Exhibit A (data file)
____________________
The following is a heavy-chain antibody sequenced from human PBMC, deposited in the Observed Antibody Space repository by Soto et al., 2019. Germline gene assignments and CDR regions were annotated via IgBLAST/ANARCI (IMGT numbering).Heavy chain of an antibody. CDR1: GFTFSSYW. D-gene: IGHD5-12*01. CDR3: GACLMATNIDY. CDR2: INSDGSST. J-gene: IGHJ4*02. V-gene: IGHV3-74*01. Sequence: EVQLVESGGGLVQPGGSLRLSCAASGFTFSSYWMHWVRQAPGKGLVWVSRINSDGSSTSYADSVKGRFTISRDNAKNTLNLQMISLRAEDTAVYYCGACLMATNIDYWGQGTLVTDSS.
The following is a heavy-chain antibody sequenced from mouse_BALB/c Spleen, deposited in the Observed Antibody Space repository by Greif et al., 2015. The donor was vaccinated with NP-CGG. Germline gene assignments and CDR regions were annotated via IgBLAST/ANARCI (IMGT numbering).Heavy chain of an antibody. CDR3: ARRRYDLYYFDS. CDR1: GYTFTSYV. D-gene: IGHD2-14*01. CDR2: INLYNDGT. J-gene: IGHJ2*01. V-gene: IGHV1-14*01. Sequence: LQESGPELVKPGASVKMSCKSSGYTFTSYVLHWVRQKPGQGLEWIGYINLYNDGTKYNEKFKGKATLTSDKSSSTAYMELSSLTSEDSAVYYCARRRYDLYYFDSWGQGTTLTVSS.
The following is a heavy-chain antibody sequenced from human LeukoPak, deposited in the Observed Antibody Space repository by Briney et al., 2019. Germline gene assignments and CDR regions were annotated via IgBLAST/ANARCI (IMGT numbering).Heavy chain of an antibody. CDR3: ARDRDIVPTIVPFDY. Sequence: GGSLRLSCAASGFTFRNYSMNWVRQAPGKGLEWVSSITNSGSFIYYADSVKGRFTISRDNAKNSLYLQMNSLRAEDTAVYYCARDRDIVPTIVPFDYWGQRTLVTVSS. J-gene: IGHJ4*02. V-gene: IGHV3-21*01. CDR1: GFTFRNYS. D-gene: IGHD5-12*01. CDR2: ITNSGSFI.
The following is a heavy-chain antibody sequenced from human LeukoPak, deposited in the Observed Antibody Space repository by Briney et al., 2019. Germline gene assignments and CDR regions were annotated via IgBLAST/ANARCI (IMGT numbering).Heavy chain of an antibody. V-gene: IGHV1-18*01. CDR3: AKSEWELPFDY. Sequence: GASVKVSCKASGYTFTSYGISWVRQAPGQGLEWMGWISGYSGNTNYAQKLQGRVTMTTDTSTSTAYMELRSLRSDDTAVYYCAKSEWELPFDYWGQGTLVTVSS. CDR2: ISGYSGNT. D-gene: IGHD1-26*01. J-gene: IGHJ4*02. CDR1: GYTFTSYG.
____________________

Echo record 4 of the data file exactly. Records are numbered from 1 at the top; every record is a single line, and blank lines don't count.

The following is a heavy-chain antibody sequenced from human LeukoPak, deposited in the Observed Antibody Space repository by Briney et al., 2019. Germline gene assignments and CDR regions were annotated via IgBLAST/ANARCI (IMGT numbering).Heavy chain of an antibody. V-gene: IGHV1-18*01. CDR3: AKSEWELPFDY. Sequence: GASVKVSCKASGYTFTSYGISWVRQAPGQGLEWMGWISGYSGNTNYAQKLQGRVTMTTDTSTSTAYMELRSLRSDDTAVYYCAKSEWELPFDYWGQGTLVTVSS. CDR2: ISGYSGNT. D-gene: IGHD1-26*01. J-gene: IGHJ4*02. CDR1: GYTFTSYG.